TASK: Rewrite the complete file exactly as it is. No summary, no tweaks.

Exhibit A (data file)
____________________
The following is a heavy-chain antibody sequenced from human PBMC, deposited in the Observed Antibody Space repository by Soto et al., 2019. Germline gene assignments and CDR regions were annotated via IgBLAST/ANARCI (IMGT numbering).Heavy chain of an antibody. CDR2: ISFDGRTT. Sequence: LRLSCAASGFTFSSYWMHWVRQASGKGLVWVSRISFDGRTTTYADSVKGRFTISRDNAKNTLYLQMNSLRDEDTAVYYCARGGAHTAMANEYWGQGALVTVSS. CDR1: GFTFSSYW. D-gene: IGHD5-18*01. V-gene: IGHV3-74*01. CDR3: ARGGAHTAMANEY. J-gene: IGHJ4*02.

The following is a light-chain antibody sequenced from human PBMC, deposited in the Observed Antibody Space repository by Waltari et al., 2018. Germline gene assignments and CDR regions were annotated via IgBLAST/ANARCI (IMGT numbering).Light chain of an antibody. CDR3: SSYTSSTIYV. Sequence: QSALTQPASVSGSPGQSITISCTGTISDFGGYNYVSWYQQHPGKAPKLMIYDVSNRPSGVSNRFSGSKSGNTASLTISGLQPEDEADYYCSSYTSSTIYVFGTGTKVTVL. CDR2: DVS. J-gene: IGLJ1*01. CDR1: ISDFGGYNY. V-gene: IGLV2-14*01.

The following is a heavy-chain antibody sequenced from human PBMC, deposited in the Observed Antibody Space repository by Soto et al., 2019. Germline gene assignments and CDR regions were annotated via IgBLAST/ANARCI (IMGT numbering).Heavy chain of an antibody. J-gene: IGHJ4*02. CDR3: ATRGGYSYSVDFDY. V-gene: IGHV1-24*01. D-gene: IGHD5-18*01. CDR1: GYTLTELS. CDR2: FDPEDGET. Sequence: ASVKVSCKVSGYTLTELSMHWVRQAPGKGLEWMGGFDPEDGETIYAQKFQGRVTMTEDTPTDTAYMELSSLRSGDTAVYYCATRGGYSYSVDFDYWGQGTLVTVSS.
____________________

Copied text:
The following is a heavy-chain antibody sequenced from human PBMC, deposited in the Observed Antibody Space repository by Soto et al., 2019. Germline gene assignments and CDR regions were annotated via IgBLAST/ANARCI (IMGT numbering).Heavy chain of an antibody. CDR2: ISFDGRTT. Sequence: LRLSCAASGFTFSSYWMHWVRQASGKGLVWVSRISFDGRTTTYADSVKGRFTISRDNAKNTLYLQMNSLRDEDTAVYYCARGGAHTAMANEYWGQGALVTVSS. CDR1: GFTFSSYW. D-gene: IGHD5-18*01. V-gene: IGHV3-74*01. CDR3: ARGGAHTAMANEY. J-gene: IGHJ4*02.

The following is a light-chain antibody sequenced from human PBMC, deposited in the Observed Antibody Space repository by Waltari et al., 2018. Germline gene assignments and CDR regions were annotated via IgBLAST/ANARCI (IMGT numbering).Light chain of an antibody. CDR3: SSYTSSTIYV. Sequence: QSALTQPASVSGSPGQSITISCTGTISDFGGYNYVSWYQQHPGKAPKLMIYDVSNRPSGVSNRFSGSKSGNTASLTISGLQPEDEADYYCSSYTSSTIYVFGTGTKVTVL. CDR2: DVS. J-gene: IGLJ1*01. CDR1: ISDFGGYNY. V-gene: IGLV2-14*01.

The following is a heavy-chain antibody sequenced from human PBMC, deposited in the Observed Antibody Space repository by Soto et al., 2019. Germline gene assignments and CDR regions were annotated via IgBLAST/ANARCI (IMGT numbering).Heavy chain of an antibody. J-gene: IGHJ4*02. CDR3: ATRGGYSYSVDFDY. V-gene: IGHV1-24*01. D-gene: IGHD5-18*01. CDR1: GYTLTELS. CDR2: FDPEDGET. Sequence: ASVKVSCKVSGYTLTELSMHWVRQAPGKGLEWMGGFDPEDGETIYAQKFQGRVTMTEDTPTDTAYMELSSLRSGDTAVYYCATRGGYSYSVDFDYWGQGTLVTVSS.